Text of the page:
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Using global gravity data to understand ocean currents and climate change

Using global gravity data to understand ocean currents and climate change

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Understanding the gravity field on Earth is important in understanding the volcanic activity and earthquakes.

When the Earth is naked and stripped free of tides and currents, it's not really all that round. According to gravity data, the Earth is a bit more potato shaped.

At a workshop in Germany, scientists showed off a stunning image of a geoid. The model exposes the surface of the ocean. The blue areas are regions with the weakest gravitational pull and the areas in yellow have the strongest.

European Space Agency's GOCE satellite mapped this image of Earth's gravity. It is the most accurate model of a geoid ever produced.

The one-tonne satellite uses an ion engine to counteract drag. Watch an animation of it in action.

Gravity data will be important for understanding phenomenon such as ocean circulation and ice dynamics. It will help scientists discover how the Earth works.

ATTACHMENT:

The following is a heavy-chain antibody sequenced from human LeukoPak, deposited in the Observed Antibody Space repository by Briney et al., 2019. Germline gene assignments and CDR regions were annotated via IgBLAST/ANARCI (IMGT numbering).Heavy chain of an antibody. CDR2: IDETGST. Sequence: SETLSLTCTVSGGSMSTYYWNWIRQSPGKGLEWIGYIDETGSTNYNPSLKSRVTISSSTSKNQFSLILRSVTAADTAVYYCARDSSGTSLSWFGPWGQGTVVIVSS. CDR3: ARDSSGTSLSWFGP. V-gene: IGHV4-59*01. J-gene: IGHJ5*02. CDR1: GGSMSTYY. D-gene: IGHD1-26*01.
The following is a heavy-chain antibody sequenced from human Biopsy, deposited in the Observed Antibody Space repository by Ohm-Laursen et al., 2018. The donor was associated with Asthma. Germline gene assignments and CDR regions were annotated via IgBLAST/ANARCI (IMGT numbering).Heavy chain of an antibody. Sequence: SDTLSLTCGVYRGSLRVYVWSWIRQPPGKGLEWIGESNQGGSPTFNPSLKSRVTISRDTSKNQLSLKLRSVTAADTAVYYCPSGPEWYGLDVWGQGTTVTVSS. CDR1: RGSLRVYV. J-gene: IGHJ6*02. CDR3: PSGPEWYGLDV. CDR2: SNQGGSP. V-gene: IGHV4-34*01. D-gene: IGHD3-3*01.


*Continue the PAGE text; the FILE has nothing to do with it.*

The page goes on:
Perhaps knowing more about the gravitational forces on Earth could help predict events such as the earthquake that shook Japan. While the earthquake was caused by tectonic plate movement under the ocean, movements deep under the ocean can't be seen from space. Earthquakes do leave behind a gravity signature. This information could improve climate change models.

As the Earth warms, gravity data could be useful in understanding changes associated with sea level, ocean currents and ice flows.

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Boonsri Dickinson

Contributing Editor

Contributing Editor Boonsri Dickinson is a freelance journalist based in San Francisco. She has written for Discover, The Huffington Post, Forbes, Nature Biotech, Technewsdaily.com, Techstartups.com and AOL. She's currently a reporter for Business Insider. She holds degrees from the University of Florida and the University of Colorado at Boulder. Follow her on Twitter. Disclosure